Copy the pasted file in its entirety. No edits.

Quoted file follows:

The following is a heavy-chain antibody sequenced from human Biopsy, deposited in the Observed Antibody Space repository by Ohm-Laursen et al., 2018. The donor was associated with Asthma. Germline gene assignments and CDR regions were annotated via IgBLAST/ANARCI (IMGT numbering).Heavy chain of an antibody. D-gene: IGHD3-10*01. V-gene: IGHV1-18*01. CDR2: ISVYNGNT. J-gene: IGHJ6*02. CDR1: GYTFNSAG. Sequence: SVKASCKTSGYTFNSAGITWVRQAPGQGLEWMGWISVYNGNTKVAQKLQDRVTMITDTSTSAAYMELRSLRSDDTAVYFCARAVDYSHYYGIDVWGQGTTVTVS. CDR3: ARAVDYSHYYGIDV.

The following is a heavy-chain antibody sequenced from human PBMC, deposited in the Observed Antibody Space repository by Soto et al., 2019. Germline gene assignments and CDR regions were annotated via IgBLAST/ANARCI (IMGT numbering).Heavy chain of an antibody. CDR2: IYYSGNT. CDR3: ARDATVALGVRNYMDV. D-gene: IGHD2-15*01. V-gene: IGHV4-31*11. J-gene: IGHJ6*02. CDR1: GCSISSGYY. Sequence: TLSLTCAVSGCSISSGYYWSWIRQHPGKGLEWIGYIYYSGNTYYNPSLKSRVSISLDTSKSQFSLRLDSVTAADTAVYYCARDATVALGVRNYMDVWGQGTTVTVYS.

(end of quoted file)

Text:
The following is a heavy-chain antibody sequenced from human Biopsy, deposited in the Observed Antibody Space repository by Ohm-Laursen et al., 2018. The donor was associated with Asthma. Germline gene assignments and CDR regions were annotated via IgBLAST/ANARCI (IMGT numbering).Heavy chain of an antibody. D-gene: IGHD3-10*01. V-gene: IGHV1-18*01. CDR2: ISVYNGNT. J-gene: IGHJ6*02. CDR1: GYTFNSAG. Sequence: SVKASCKTSGYTFNSAGITWVRQAPGQGLEWMGWISVYNGNTKVAQKLQDRVTMITDTSTSAAYMELRSLRSDDTAVYFCARAVDYSHYYGIDVWGQGTTVTVS. CDR3: ARAVDYSHYYGIDV.

The following is a heavy-chain antibody sequenced from human PBMC, deposited in the Observed Antibody Space repository by Soto et al., 2019. Germline gene assignments and CDR regions were annotated via IgBLAST/ANARCI (IMGT numbering).Heavy chain of an antibody. CDR2: IYYSGNT. CDR3: ARDATVALGVRNYMDV. D-gene: IGHD2-15*01. V-gene: IGHV4-31*11. J-gene: IGHJ6*02. CDR1: GCSISSGYY. Sequence: TLSLTCAVSGCSISSGYYWSWIRQHPGKGLEWIGYIYYSGNTYYNPSLKSRVSISLDTSKSQFSLRLDSVTAADTAVYYCARDATVALGVRNYMDVWGQGTTVTVYS.